- Add violence against women to the list of harmonised EU crimes and propose new measures to prevent and combat specific forms of gender-based violence, including sexual harassment, abuse of women and female genital mutilation (FGM).
- Present a Commission Recommendation on the prevention of harmful practices, including FGM, forced abortion, forced sterilisation, early and forced marriage and so-called ‘honour-related violence'.
- Launch an EU network on the prevention of gender-based violence and domestic violence.
- Propose a Digital Services Act to address illegal and harmful online content.
- Improve available data through a comprehensive new EU survey on gender-based violence against women, to be published in 2023.
Women in power
The EIGE Gender Equality Index shows that Ireland still has work to do to ensure women have equality when it comes to political, economic and social power.
Progress has been made and Ireland’s index score has increased by 21.3 points since 2005, but it’s still just 53.4 points out of a possible 100, and it’s the area in which Ireland scores lowest in the EU.
Ireland introduced a legislative candidate quota of 30% in 2012, supporting a rise in the share of women in parliament.
The General Election in February 2020 saw 36 women (22.5%) elected out of a total of 160 TDs in Dáil Éireann. However, that’s still below the EU average.
Women held 32% of seats in national parliaments in the EU in 2019. This share has increased since 2003, when women accounted for about one-fifth (21%) of members in national parliaments.
The highest shares of female members in national parliaments were recorded in Sweden (48%) and Finland (47%), ahead of Belgium and Spain (both 42%).
At the opposite end of the scale, women account for less than one-fifth of the national parliament members in Hungary (12%), Malta (15%), Cyprus (18%), Croatia and Romania (both slightly under 20%).
According to the Gender Equality Index, progress in economic decision-making is driven by the share of women on the board of the central bank.
The 2019 index put Ireland’s share at 30% while the share of women on the boards of the largest publicly listed companies was 18%.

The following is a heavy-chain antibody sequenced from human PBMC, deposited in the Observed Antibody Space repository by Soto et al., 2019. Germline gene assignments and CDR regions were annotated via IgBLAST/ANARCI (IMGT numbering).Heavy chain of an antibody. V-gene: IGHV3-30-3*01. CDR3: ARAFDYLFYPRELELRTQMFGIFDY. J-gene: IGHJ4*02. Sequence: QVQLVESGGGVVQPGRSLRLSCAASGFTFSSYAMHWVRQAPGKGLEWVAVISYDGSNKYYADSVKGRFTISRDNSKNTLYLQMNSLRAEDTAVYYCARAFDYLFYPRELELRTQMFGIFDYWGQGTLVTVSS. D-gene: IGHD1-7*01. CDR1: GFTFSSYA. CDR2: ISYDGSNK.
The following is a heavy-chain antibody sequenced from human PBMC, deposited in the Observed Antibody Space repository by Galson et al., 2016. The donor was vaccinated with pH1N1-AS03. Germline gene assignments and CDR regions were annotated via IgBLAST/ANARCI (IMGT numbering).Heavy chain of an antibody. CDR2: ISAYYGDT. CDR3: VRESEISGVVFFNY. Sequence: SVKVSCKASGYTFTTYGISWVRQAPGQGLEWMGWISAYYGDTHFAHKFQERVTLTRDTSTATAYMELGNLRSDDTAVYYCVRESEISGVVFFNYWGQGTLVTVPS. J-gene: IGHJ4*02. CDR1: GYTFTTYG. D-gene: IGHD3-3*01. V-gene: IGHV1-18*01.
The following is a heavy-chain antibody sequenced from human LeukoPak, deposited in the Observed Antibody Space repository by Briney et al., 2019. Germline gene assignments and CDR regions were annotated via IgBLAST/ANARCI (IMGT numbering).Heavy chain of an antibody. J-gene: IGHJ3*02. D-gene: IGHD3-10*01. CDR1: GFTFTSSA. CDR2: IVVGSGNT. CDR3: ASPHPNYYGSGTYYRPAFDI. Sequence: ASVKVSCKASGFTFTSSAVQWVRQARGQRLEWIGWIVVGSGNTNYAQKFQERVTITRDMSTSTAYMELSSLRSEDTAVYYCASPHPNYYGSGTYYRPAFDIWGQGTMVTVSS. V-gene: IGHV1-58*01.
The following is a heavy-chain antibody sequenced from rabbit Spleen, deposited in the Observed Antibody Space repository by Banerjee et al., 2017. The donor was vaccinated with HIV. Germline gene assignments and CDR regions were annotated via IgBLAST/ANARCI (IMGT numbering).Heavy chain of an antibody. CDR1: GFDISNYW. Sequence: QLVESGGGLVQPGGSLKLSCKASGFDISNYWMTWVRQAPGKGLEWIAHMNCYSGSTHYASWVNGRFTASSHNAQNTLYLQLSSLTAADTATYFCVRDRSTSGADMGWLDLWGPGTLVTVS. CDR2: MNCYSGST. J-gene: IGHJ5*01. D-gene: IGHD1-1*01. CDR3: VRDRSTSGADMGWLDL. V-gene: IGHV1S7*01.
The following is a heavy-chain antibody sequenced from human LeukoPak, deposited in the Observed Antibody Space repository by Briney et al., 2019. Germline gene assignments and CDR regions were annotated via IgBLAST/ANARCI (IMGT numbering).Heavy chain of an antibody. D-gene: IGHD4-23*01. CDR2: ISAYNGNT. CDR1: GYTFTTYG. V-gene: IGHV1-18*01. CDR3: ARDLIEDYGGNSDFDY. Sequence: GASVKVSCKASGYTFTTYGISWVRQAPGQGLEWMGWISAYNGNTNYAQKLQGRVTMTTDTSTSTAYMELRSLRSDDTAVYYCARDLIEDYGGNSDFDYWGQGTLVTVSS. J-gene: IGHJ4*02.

Ireland’s index score when it comes to social power is the second highest in the EU at 74.5.
Women comprise half of all board members of research-funding organisations and publicly owned broadcasting organisations, but only 17% of board members of the highest decision-making bodies of national Olympic sports organisations.
But it’s not just in Ireland where women are underrepresented when it comes to power. More than 6.7 million people hold a managerial position throughout the European Union, but only 2.5 million (37%) of them are female.
In 2019 women accounted for a little over one quarter of board members of publicly listed companies in the EU (28%), and for less than one fifth of senior executives (18%).
The European Commission’s new Gender Equality Strategy 2020-2025 includes key actions aimed at ensuring women are better represented in positions of power.
- Push for the adoption of the 2012 proposal for a Directive on improving the gender balance on corporate boards, which set the aim of a minimum of 40% of female non-executive members on company boards.
- Promote the participation of women as voters and candidates in the 2024 European Parliament elections.
- Adopt measures to improve gender balance at all levels of European Parliament and Council management and in leadership positions.
- Reach gender parity (50%) at all levels of European Commission management by the end of 2024 and increase efforts towards reaching a larger share of female managers in EU agencies.
- Develop and implement strategies to increase the number of women in decision-making positions in politics and policy making once the Directive on improving the gender balance on corporate boards is adopted by Member States.
- Launch the third Action Plan on Gender Equality and Women's Empowerment in External Relations (GAP III).